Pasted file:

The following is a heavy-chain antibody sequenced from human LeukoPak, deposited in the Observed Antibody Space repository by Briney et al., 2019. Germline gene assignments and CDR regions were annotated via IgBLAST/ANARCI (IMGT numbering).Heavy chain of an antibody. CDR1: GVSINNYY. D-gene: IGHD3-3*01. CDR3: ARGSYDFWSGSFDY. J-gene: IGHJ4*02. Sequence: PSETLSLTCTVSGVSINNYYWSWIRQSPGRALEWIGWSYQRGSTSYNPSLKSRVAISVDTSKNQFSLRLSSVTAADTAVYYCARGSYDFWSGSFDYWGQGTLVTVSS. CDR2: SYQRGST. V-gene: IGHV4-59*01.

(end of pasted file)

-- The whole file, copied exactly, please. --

The following is a heavy-chain antibody sequenced from human LeukoPak, deposited in the Observed Antibody Space repository by Briney et al., 2019. Germline gene assignments and CDR regions were annotated via IgBLAST/ANARCI (IMGT numbering).Heavy chain of an antibody. CDR1: GVSINNYY. D-gene: IGHD3-3*01. CDR3: ARGSYDFWSGSFDY. J-gene: IGHJ4*02. Sequence: PSETLSLTCTVSGVSINNYYWSWIRQSPGRALEWIGWSYQRGSTSYNPSLKSRVAISVDTSKNQFSLRLSSVTAADTAVYYCARGSYDFWSGSFDYWGQGTLVTVSS. CDR2: SYQRGST. V-gene: IGHV4-59*01.